Judging by the title, it's easy to think 'Purusha Pretham' (Male Ghost) is a full-fledged horror flick. After all, one doesn't add 'ghost' in the title just to sound funny. But 'Purusha Pretham' directed by Krishand is more of a social satire that rides on ambiguity, yet keeps you engaged with the right dose of humour and intrigue.
The neo-noir film takes off by introducing the lead character Sebastian, a police officer, played by Alexander Prashanth, who is a man with an inflated ego. He is nicknamed Super Sebastian, because of his fondness to tell stories of his escapades with criminals. The narrative takes an interesting turn when a worm-infested corpse surfaces in a lake under the police station limits. Since no one arrives to claim the body even after three days, the corpse is buried. A day later, a woman named Susan (played by Darshana Rajendran) arrives at the station, demanding to see the face of the corpse as her husband has gone missing for some days.
The makers have used a lot of shadowy visuals, to build up the suspense of the film. Since the story does not follow a linear narrative, it may seem a little jarring, especially since the camera makes quick cuts between scenes, even before we can guess what's happening. Nevertheless, the situational comedy and the sarcasm among the cops will tickle your funny bones, in a couple of places. The lime juice, which is in constant supply at the police station, will remind you of the 'chai' scene which was overdone in Alphonse Puthren's 'Gold'. In 'Purusha Pretham', it's used more for the sake of black comedy.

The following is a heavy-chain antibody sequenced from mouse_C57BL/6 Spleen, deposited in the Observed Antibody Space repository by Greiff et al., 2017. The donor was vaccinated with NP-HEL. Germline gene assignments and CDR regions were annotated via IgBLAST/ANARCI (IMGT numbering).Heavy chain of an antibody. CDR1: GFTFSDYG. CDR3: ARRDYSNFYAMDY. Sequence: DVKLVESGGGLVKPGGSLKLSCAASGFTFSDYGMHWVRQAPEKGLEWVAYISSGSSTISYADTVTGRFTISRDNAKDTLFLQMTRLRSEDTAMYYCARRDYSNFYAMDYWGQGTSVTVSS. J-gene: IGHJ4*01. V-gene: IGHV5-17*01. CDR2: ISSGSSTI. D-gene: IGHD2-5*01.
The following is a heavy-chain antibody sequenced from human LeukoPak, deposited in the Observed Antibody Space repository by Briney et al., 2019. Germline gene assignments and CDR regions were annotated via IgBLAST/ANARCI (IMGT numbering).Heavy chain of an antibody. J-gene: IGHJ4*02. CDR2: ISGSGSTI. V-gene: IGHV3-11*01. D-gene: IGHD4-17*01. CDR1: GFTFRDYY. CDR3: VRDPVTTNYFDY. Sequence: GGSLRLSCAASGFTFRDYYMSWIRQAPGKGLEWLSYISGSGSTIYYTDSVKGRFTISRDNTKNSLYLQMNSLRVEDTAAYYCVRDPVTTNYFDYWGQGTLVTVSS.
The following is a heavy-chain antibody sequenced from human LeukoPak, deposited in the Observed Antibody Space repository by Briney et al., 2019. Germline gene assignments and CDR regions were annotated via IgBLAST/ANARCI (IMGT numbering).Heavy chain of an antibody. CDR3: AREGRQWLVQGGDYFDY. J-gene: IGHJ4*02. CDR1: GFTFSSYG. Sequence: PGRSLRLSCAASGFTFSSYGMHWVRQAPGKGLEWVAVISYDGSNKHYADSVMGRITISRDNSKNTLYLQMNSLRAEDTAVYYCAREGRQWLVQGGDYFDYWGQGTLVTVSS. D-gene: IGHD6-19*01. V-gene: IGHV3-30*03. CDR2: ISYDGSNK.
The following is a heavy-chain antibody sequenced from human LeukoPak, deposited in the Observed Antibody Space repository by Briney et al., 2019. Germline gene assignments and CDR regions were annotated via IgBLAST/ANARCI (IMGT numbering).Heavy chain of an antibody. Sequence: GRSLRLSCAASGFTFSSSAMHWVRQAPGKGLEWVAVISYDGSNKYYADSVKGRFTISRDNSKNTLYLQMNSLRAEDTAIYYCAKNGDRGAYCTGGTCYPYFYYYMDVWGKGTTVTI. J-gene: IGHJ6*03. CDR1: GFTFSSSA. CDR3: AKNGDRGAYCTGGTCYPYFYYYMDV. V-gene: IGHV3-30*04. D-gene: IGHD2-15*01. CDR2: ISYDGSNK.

Some of the characters in the film, especially Susan, are sketchy. Though she appears to have a criminal tendency, we are unsure of her motives till the end. The sinister look she gives Sebastian when she challenges him is one of the highlights of the movie. The performances by Alexander Prashanth and Jagadish (who plays Sebastian's subordinate) are very impressive. Jeo Baby, who is the producer of the film, also appears in the film.
Just like Krishand's previous works, 'Aavasavyuham', which won the Kerala State Award for Best Film last year and 'Vrithakrithyilulla Charthuram', even 'Purusha Pretham' has a social theme. The makers have been able to drive home the message, through the situations the police officers face. The film is also experimental and does not stick to the traditional mode of storytelling.
(The film is streaming on SonyLiv)